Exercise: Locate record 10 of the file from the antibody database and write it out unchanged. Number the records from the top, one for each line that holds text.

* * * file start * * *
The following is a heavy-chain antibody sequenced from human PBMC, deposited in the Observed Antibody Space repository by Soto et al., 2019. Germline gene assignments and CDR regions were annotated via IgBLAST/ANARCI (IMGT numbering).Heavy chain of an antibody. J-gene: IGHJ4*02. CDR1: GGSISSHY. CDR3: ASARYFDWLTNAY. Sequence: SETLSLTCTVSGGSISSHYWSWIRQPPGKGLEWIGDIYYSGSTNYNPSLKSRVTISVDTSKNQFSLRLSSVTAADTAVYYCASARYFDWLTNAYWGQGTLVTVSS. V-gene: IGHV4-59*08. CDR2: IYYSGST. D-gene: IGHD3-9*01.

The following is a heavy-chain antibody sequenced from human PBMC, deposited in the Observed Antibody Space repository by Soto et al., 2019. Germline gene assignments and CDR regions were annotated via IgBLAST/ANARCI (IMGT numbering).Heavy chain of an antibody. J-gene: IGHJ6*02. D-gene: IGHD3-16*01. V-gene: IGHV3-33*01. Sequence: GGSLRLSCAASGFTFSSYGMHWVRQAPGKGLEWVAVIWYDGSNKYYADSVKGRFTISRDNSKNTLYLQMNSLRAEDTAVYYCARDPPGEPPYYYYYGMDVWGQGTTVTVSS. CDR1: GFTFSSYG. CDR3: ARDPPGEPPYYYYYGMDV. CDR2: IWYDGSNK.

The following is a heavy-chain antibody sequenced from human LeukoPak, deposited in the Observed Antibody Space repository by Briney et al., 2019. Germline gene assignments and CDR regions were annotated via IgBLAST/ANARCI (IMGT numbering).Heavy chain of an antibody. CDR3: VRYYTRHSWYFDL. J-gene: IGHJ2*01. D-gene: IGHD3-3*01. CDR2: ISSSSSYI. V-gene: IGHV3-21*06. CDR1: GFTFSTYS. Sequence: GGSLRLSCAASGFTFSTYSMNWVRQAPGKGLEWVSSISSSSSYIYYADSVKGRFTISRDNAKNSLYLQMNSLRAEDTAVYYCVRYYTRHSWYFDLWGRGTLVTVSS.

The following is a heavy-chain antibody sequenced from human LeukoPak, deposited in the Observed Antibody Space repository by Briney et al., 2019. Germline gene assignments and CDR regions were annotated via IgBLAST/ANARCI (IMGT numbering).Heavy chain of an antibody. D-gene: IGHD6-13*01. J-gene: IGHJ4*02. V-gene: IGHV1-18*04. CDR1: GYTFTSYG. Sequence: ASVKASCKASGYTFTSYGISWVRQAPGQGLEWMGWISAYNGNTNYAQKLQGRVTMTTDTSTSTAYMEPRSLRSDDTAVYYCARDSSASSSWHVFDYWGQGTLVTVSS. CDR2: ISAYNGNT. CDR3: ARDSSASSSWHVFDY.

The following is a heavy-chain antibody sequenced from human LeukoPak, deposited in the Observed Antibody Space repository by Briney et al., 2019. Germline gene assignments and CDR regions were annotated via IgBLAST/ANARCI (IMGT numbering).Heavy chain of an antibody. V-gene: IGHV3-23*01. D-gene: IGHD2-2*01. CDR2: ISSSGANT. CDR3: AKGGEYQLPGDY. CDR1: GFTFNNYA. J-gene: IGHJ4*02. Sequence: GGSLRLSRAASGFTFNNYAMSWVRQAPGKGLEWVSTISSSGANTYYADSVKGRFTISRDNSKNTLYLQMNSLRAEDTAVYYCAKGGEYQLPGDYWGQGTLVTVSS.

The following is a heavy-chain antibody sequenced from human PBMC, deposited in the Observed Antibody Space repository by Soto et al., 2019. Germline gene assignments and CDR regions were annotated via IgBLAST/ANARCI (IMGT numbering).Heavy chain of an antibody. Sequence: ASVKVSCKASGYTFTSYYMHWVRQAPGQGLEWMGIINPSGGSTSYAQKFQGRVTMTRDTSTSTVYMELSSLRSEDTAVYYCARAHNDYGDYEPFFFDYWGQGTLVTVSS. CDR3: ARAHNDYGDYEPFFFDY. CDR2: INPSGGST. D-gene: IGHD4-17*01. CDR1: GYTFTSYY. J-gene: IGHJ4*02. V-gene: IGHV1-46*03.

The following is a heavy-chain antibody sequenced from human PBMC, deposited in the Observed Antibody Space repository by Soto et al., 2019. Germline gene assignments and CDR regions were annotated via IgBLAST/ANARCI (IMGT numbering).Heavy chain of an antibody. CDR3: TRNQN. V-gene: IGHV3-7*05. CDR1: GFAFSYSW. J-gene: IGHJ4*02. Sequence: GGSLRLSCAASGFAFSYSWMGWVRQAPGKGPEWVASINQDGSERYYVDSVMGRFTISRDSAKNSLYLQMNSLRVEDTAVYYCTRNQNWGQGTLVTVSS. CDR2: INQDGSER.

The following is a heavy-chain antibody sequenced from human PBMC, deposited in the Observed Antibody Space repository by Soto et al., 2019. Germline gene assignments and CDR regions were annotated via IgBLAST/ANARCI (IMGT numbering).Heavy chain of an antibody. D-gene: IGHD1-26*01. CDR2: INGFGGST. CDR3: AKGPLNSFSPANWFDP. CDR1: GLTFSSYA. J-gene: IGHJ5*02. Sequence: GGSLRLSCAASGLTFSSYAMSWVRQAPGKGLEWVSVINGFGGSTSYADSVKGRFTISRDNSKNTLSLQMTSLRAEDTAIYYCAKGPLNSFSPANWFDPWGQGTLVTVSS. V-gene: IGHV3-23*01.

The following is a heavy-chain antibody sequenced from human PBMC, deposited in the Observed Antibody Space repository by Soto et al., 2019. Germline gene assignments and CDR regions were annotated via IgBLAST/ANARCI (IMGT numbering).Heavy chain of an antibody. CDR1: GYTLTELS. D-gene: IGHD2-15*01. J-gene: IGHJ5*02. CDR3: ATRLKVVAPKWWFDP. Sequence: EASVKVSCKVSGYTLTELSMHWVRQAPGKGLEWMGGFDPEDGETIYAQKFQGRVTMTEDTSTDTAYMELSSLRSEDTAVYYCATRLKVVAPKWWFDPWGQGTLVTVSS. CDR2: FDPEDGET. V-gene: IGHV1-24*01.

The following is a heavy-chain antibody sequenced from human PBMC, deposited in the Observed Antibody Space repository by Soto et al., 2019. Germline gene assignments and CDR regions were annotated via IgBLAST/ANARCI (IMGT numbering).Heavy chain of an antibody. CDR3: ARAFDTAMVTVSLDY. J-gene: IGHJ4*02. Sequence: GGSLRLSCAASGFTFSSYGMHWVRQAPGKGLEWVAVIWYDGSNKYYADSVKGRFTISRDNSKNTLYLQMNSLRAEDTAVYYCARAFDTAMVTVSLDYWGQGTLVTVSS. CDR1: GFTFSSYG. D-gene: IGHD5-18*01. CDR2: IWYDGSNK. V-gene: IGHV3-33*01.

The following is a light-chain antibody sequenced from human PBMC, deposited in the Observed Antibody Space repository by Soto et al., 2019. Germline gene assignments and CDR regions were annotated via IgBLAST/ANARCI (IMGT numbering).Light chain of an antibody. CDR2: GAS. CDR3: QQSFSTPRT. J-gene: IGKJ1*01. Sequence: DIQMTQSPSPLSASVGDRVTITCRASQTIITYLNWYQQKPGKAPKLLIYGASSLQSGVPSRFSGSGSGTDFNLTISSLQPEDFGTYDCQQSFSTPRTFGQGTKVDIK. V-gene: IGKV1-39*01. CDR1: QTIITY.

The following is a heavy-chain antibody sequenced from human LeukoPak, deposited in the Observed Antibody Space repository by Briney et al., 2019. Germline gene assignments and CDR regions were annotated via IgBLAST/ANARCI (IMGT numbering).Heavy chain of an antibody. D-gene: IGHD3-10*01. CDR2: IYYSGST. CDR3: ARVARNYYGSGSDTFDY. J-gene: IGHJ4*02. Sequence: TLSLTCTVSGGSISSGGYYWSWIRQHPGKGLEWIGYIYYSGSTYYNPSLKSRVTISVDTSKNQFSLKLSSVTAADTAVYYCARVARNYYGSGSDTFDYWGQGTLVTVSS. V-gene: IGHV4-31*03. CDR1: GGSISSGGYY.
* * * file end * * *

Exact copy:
The following is a heavy-chain antibody sequenced from human PBMC, deposited in the Observed Antibody Space repository by Soto et al., 2019. Germline gene assignments and CDR regions were annotated via IgBLAST/ANARCI (IMGT numbering).Heavy chain of an antibody. CDR3: ARAFDTAMVTVSLDY. J-gene: IGHJ4*02. Sequence: GGSLRLSCAASGFTFSSYGMHWVRQAPGKGLEWVAVIWYDGSNKYYADSVKGRFTISRDNSKNTLYLQMNSLRAEDTAVYYCARAFDTAMVTVSLDYWGQGTLVTVSS. CDR1: GFTFSSYG. D-gene: IGHD5-18*01. CDR2: IWYDGSNK. V-gene: IGHV3-33*01.